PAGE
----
let it rot

after nosing through the book the other day the only thing that struck me as different/interesting from what i've read elsewhere was that the author recommended not using charcoal in the compost pile saying that it did not decompose.
ok, this is true and fine, but what other substrate would you like to use for the bacteria/fungi/etc. to have a happy home for when it gets spread or used elsewhere?
i would think that using charcoal in a pile would help keep some of those nutrients in the pile and not as many leached out...
so gardening gurus what do you think? does it have to be activated charcoal instead of the stuff i would get from an enclosed fire?
songbird
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On 8/7/2010 12:48 PM, songbird wrote:

Waste of effort. Charcoal likes to hold onto polar organic compounds and water would elute low molecular weight nutrients. Burnt charcoal is OK otherwise you're wasting your time.
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What Frank is saying is never use unburnt charcoal. Yeah, I know ;O)
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On 8/7/10 9:48 AM, songbird wrote:

The purpose of compost is to improve the structure of the soil, not to provide nutrients. Since compost is often applied only to the top inches of the soil, you should want any nutrients -- as few as there might be -- to leach down into the root zone. Inhibiting the leaching of nutrients would thus be counter-productive.
If you are instead concerned about making sure new matter for composting gets the necessary micro-organisms, that is easily handled by mixing some existing compost into the new matter. Then you should also top the new matter with a layer of compost. The required watering of the composting matter will then move the micro-organisms to where they are needed.
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David E. Ross wrote:

Compost supplies (directly or indirectly) organic colloids eg humus, that have a role in binding ionic nutrients It also improves drainage and tilth. All that is part of improving structure, that is improve the way the soil acts to allow nutrients, air and water to be available to plants. Also compost does supply some nutrients for the plants and some for the micro-organisms as well as directly supplying some useful microbes.
So isn't it fair to say compost supplies nutrients and improves structure?
Excessive leaching is a real PITA. I worked on a sand-based garden for 20 years and unless you were constantly replenishing organic matter and nutrients it had very poor productivity except for the natives that were adapted for poor soil. I will bet that most of the soluble nutrient ended up in drains and then waterways soon after it was applied.
Now I have a clay-silt based garden and it is extremely productive after only a couple of years. Having that clay colloid there (as well as organic matter and compost) greatly reduces nutrient leaching so that I can grow intensive crops with good productivity and only add manure once or twice a year.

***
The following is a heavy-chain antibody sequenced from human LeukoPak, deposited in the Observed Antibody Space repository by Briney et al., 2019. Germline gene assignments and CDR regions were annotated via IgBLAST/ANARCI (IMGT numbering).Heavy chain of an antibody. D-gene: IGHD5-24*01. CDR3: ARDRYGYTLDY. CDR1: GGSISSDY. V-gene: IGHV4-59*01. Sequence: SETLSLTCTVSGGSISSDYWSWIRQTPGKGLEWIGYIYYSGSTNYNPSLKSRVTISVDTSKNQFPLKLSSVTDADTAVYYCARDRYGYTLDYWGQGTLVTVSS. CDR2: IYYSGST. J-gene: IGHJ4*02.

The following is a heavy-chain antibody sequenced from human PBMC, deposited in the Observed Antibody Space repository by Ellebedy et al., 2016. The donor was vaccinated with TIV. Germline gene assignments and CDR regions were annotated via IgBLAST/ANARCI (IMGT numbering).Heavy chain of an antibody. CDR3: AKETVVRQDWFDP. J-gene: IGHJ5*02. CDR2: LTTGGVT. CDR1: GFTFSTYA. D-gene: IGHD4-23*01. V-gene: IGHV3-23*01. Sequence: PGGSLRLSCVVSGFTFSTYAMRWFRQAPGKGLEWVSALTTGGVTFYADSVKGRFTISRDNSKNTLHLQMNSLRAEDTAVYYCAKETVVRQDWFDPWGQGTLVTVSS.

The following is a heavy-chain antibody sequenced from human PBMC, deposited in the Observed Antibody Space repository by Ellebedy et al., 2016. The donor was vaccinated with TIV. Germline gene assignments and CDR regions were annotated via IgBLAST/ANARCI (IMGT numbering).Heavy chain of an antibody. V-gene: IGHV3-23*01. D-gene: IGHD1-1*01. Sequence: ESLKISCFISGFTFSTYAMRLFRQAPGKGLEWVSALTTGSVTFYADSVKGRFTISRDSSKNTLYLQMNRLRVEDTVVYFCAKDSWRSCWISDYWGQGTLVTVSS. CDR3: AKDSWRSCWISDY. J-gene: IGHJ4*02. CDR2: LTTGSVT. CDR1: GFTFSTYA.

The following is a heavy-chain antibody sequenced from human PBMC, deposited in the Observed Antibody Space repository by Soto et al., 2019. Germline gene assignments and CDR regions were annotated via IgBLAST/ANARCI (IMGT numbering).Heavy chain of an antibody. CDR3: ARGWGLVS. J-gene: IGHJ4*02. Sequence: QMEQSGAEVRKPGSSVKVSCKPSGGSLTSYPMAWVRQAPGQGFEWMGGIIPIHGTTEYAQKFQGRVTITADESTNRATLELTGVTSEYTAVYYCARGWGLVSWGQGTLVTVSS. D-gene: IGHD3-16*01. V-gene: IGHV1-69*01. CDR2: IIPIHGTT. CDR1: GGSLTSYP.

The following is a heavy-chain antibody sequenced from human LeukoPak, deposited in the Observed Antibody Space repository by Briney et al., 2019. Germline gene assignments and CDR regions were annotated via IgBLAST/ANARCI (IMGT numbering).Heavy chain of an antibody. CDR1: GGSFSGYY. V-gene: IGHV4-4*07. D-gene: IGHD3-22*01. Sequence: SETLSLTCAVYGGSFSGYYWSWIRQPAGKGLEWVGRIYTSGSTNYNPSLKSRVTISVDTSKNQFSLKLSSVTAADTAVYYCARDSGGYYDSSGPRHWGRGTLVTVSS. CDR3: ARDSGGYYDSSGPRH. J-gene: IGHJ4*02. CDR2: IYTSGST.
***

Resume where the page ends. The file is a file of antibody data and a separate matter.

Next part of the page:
I think the way that it works is during rain events or deep watering the colloids on top (near where the manure is applied) becomes saturated with bound ions and so the excess is carried down to the root zone and then to the subsoil which ultimately gives those regions a chance to bind ionic nutrients too. Despite the difficulties with drainage sometimes, I will take the low leaching silt before the high leaching sand every time.
David
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David Hare-Scott wrote:

i think so, that is why i'm considering doing it and adding it to my pile, because i want my top layer of added mulch/compost to contain beneficial microbes to help counteract the negatives i already have established. in effect i'm trying to cure fungal troubles that are already established by getting some competing bacteria back into the mix. i think they've gotten baked out because there is so little organic matter in there as it is right now. i want to give them more surface area to colonize and have more nooks and crannies to hide in when the hot weather comes along. considering what i've already got it really isn't going to hurt.

i'd have amended with clay. i keep trying to trade clay for sand to people around here but they seem to prefer to water instead. :)

our productivity here is great too. i have two cherry tomato plants that are about 6 ft across and 5ft high each. we really should not have planted them at the ends of the regular tomato garden as they have made it almost impossible to get in there to harvest and have blocked most of the light and air...
we don't add manure but we do bury all debris and rotate beans through. added sand and organic matter helps if i have any handy, but i usually don't unless i've been thinning or trimming.

after hearing what some people around here go through in the hot summers having to water every day or every other day, i'd agree. it's a bugger to weed when it's dry though and i was tilling concrete the other day (9hrs in 90degree weather, but we'd finally had some rain so it was time to get that job done so we could force the next round of weeds to sprout and then have it ready to plant for the spiral garden).
songbird
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